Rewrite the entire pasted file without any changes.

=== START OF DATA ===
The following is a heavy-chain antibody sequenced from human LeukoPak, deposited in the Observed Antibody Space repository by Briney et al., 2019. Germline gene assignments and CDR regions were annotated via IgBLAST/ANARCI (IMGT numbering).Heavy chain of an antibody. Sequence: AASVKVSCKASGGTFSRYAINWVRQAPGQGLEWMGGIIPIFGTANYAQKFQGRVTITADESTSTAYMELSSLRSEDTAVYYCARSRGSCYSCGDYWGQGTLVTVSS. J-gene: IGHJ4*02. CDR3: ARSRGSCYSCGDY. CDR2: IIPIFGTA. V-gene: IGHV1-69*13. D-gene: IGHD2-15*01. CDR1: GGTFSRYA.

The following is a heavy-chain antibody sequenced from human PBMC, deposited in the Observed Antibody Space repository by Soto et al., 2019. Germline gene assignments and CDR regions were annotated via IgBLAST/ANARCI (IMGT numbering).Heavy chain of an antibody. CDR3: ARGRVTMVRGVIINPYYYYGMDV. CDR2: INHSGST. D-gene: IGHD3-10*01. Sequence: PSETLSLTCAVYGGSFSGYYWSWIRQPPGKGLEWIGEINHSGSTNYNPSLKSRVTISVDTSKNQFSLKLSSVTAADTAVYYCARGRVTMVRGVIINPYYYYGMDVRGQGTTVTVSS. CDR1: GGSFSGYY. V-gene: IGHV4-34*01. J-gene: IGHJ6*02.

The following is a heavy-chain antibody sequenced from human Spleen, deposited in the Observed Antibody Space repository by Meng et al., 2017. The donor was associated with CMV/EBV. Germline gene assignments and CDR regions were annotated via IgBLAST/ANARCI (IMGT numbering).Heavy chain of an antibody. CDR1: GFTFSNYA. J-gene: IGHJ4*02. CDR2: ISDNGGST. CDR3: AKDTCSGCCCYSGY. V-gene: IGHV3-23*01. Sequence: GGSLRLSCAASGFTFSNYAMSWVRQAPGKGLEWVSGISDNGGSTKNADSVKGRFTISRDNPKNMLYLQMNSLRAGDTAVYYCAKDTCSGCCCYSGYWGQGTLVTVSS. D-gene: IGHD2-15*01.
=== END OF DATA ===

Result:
The following is a heavy-chain antibody sequenced from human LeukoPak, deposited in the Observed Antibody Space repository by Briney et al., 2019. Germline gene assignments and CDR regions were annotated via IgBLAST/ANARCI (IMGT numbering).Heavy chain of an antibody. Sequence: AASVKVSCKASGGTFSRYAINWVRQAPGQGLEWMGGIIPIFGTANYAQKFQGRVTITADESTSTAYMELSSLRSEDTAVYYCARSRGSCYSCGDYWGQGTLVTVSS. J-gene: IGHJ4*02. CDR3: ARSRGSCYSCGDY. CDR2: IIPIFGTA. V-gene: IGHV1-69*13. D-gene: IGHD2-15*01. CDR1: GGTFSRYA.

The following is a heavy-chain antibody sequenced from human PBMC, deposited in the Observed Antibody Space repository by Soto et al., 2019. Germline gene assignments and CDR regions were annotated via IgBLAST/ANARCI (IMGT numbering).Heavy chain of an antibody. CDR3: ARGRVTMVRGVIINPYYYYGMDV. CDR2: INHSGST. D-gene: IGHD3-10*01. Sequence: PSETLSLTCAVYGGSFSGYYWSWIRQPPGKGLEWIGEINHSGSTNYNPSLKSRVTISVDTSKNQFSLKLSSVTAADTAVYYCARGRVTMVRGVIINPYYYYGMDVRGQGTTVTVSS. CDR1: GGSFSGYY. V-gene: IGHV4-34*01. J-gene: IGHJ6*02.

The following is a heavy-chain antibody sequenced from human Spleen, deposited in the Observed Antibody Space repository by Meng et al., 2017. The donor was associated with CMV/EBV. Germline gene assignments and CDR regions were annotated via IgBLAST/ANARCI (IMGT numbering).Heavy chain of an antibody. CDR1: GFTFSNYA. J-gene: IGHJ4*02. CDR2: ISDNGGST. CDR3: AKDTCSGCCCYSGY. V-gene: IGHV3-23*01. Sequence: GGSLRLSCAASGFTFSNYAMSWVRQAPGKGLEWVSGISDNGGSTKNADSVKGRFTISRDNPKNMLYLQMNSLRAGDTAVYYCAKDTCSGCCCYSGYWGQGTLVTVSS. D-gene: IGHD2-15*01.